STORRS, Conn. -- Whether it's the Game of the Century remains to be seen.
But it's a Game for a Century for the University of Connecticut women's basketball team.
The excitement has been building for a month since the Huskies broke their own NCAA record for longest winning streak. And while a circus atmosphere swirls around Gampel Pavilion, let sophomore forward Napheesa Collier put their approach to Monday night in the simplest of terms.
"We're not focusing on 100. We're focusing on South Carolina as a team," she said.
A sellout crowd will make its way to UConn's on-campus home Monday night as No. 1 UConn goes for its 100th consecutive win when it hosts sixth-ranked South Carolina in a 9 p.m. tip. The Huskies' record-breaking victory at SMU on Jan. 14 may have been under the radar, the hype for Monday night has been somewhat overwhelming.
It's up to the players to take it all in stride.
"I don't really think there is such a thing as too big a moment here, and if there is we don't think like that," UConn guard Katie Lou Samuelson said. "The biggest thing our coaches teach us is that this program is special for a reason. We work harder than everyone else. We don't get caught up in certain things. We want to keep that going. We don't ever want to slack or do something where the coaches will think we aren't doing something to uphold what they have worked so hard to create. You want to be a part of the greatness that has been here before, and you want to make sure that you can match it or even out-do it sometimes. It really does motivate you to a whole different level."
As all UConn fans know, the Huskies' last loss was in overtime at Stanford on Nov. 17, 2014, and that broke a 47-game winning streak. Two of the wins in the 99-game run have come against South Carolina. UConn routed the then No. 1 Gamecocks 87-62 here two years ago and the Huskies have not relinquished the top of the polls since. Last year, UConn won in Columbia 66-54 in a game that was not as close as the final score might indicate.
But with post players A'ja Wilson and Alaina Coates a year older and now being complemented by transfer guards Kaela Davis and Alliyah Gray, South Carolina (21-2) may be better equipped to handle what UConn (24-0) will throw at it than in the past.
"Losing some of the perimeter players they lost last year obviously changes them," UConn coach Geno Auriemma said. "You can't replace the kind of experience that they lost or maybe Tiffany Mitchell's talent. But adding the players that they added changes them a little bit because they can be a little more offensive minded from more spots than they were last year.
"Their two big guys have had another year to play together and they are a problem for everybody that they play. You can say, 'You can do this against them or you can do that against them.' But the bottom line is those two are really, really hard to play against. Not very many teams in the country have two players like that that you have to deal with. I wasn't worried about it last year with Stewie (Breanna Stewart) and (Morgan) Tuck. I'm worried about it now."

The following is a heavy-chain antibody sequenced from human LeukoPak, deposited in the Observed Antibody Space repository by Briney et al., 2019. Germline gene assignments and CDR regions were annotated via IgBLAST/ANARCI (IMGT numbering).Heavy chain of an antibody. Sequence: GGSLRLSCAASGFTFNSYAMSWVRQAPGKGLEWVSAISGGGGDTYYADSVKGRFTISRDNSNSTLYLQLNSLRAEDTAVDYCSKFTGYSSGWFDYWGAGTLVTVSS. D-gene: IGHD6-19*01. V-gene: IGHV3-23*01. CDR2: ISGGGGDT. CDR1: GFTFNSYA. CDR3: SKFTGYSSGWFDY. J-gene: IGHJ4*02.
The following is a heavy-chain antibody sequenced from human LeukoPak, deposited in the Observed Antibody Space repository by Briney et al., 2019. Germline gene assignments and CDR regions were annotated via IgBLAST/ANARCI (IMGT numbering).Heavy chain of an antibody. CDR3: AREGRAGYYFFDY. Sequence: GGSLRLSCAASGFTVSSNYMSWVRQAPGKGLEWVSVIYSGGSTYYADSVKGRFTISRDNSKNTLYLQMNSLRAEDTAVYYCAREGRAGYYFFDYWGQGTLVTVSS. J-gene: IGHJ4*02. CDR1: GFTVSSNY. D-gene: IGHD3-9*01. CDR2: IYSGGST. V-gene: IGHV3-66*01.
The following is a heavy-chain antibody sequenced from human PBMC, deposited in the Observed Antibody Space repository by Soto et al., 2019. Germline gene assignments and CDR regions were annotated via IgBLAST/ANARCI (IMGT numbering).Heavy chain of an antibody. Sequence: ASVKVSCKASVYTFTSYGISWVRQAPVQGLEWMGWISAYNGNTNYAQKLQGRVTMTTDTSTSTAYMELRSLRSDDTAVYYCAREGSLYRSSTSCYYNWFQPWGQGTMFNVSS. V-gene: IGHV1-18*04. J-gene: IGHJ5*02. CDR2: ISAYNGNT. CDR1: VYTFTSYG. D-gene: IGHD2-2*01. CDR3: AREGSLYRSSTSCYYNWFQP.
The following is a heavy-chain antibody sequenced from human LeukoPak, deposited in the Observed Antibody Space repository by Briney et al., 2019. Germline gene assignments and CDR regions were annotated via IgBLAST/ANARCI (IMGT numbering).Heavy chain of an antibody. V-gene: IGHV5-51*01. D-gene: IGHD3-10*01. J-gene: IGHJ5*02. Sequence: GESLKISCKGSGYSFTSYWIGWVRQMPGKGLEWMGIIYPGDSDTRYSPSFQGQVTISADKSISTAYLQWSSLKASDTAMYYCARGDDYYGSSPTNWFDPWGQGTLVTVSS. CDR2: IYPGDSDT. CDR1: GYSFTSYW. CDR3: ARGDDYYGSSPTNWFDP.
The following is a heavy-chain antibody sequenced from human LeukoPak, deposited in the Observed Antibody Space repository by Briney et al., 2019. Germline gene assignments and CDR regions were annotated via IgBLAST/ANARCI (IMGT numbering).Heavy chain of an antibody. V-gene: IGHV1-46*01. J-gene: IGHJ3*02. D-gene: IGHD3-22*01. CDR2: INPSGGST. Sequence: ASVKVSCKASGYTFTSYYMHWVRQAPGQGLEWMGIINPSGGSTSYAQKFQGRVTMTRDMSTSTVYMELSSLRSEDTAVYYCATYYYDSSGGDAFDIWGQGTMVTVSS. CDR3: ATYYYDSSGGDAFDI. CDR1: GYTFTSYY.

UConn, though, has beaten teams with more size, notably Baylor and Texas. While Collier and Gabby Williams will give up height, they won't give up anything in speed, quickness, and athleticism. Their key will be to stay out of foul trouble. But even if they do, Natalie Butler may be counted on for meaningful minutes off the bench.
The challenge for UConn's guards will likely be at the 3-point line. Samuelson and Kia Nurse have been reliable in tough spots all season. Can Saniya Chong continue to do the things she's done for the last month? Maybe Crystal Dangerfield can turn back the clock to Nov. 17 and play like the difference maker she was against Baylor.
"South Carolina brings a lot of inside presence with Wilson and Coates, and they do a lot of different things for them," Nurse said. "Their guard play has also been very good this year. Davis and Gray have definitely made a difference for them. They are a different style of team that is fun to play against."
UConn also will put a 60-game home winning streak on the line and the Huskies have shown an affinity to playing in crazy environments.
"I'm looking forward to having a great game with a great atmosphere," Samuelson said. "Coach was saying he knows he won't have to worry about us being ready to go or being excited for this game. But it's about how we prepare and how we mentally focus and what we want to show to the country, everyone who is supporting us and is against us, that we're Connecticut basketball and we're going to keep playing as hard as we can no matter who we play every single game."
UConn has cruised through the American Athletic Conference portion of its schedule since New Year's Day. After facing the Gamecocks, it will close the regular season with four more league games before heading to the AAC tournament at Mohegan Sun Arena.
The Huskies own wins over nationally-ranked Florida State, Baylor, DePaul, Texas, Notre Dame, Ohio State, and Maryland from November and December. Auriemma has always liked having a tough non-league game on his schedule in February and here it is.
"There are some things about our team right now that I don't like as much as I did like when we played Texas, Notre Dame and Maryland," Auriemma said. "As the season goes on and you get to where we are now in the middle of February, I think cracks start to show. I don't know if anybody else can see them, but I can see them. We're not where I want us to be at this point in the season.
"So a game like this comes at a perfect time for us. Maybe it's exactly the game we need at exactly the right time. A team that we know if we don't play our A game, we could lose. It's good that we have that kind of game right around now."
Nothing would be better if the Game of a Century became the Game of the Century.